The Evolution of REM DreamingNew studies reveal that more animals are dreaming than we thought. In fact, all mammals and birds have REM, and if J.M. Siegel is correct, reptiles may have REM as well. REM, or Rapid Eye Movement sleep is a regularly occurring stage of sleep in which, when people are awakened and asked, dreams are often reported. In this stage of sleep, which occurs about six times a night for an average of twenty minutes each, our eyes move under our eyelids as if we were awaking and scanning some scene, hence the designation Rapid Eye Movement sleep. After the 1953 discovery of REM in humans by modern science, researchers began testing other species for REM and searching for signs of dreaming in all kinds of creatures. A theory developed that dreaming was an evolutionary advance to keep the mammalian brain warm and alert and to not let it sink too deeply into inactivity. Who's dreaming the most? Sleep itself is somewhat different for every species. J. Just what this means is unclear. Conclusions
10 Things You Probably Didn't Know About DreamsAnyone else ever communicate with the dream? I don't mean talking in the dream, of course everyone's done that. When I was a kid, I had a recurring nightmare about a disembodied voice and a descent into nothingness (pretty common). It was just weird, though — I knew it was a dream and the dream knew it was a dream, and we both communicated that fact within the dream. As for the list, pretty interesting.
Dream meanings and the Subcontious mind.Spanking To dream that you are spanking someone suggests that you need to work on your childish rage and tantrums. Sparrow To see a sparrow in your dream represents inner dignity. Spark To see a spark in your dream represents a fresh idea, infinite possibilities or a new beginning. Sparkle To see sparkles or see something sparkly in your dream indicates an aspect of your life that is in need of your attention. Spartan To see or dream that you are a Spartan indicates that you are confronting life's challenges and taking conflicts head-on. Spatula To see or use a spatula in your dream indicates that that there is a difficult situation that you are trying your best to handle or manipulate. Speakers To see speakers in your dream indicates that you are demanding to be heard. Spear To dream that you are throwing spear indicates that you are thrusting forth your will and your power into a situation. To see a spear in your dream symbolizes power and fertility. Spectacles *Please See Eyeglasses. Speech Spit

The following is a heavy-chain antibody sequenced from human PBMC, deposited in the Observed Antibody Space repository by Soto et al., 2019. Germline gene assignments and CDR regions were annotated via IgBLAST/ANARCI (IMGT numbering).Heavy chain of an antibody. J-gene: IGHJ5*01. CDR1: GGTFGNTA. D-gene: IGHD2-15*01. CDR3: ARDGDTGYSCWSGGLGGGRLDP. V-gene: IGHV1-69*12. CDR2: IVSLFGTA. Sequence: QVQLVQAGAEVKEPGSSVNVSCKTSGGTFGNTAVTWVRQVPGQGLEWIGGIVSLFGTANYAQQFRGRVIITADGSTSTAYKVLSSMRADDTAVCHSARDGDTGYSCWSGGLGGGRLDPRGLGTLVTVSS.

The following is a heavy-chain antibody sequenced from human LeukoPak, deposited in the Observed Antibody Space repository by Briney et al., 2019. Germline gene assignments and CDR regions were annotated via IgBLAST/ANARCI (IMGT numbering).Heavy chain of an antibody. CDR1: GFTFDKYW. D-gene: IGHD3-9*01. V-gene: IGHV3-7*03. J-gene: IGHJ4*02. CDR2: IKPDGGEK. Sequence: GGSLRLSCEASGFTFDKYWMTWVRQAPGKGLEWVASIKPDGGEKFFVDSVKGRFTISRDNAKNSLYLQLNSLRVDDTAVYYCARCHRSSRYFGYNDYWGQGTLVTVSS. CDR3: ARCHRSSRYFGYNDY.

5 mind-bending facts about dreamsWhen your head hits the pillow, for many it's lights out for the conscious part of you. But the cells firing in your brain are very much awake, sparking enough energy to produce the sometimes vivid and sometimes downright haunted dreams that take place during the rapid-eye-movement stage of your sleep. Why do some people have nightmares while others really spend their nights in bliss? Like sleep, dreams are mysterious phenomena. Here's some of what we know about what goes on in dreamland. 1. As if nightmares weren't bad enough, a rare sleep disorder — called REM sleep behavior disorder — causes people to act out their dreams, sometimes with violent thrashes, kicks and screams. 2. Staying up late has its perks, but whimsical dreaming is not one of them. In the study 264 university students rated how often they experienced nightmares on a scale from 0 to 4, never to always, respectively. 3. As in their wake hours, men also dream about sex more than women do. 4. 5.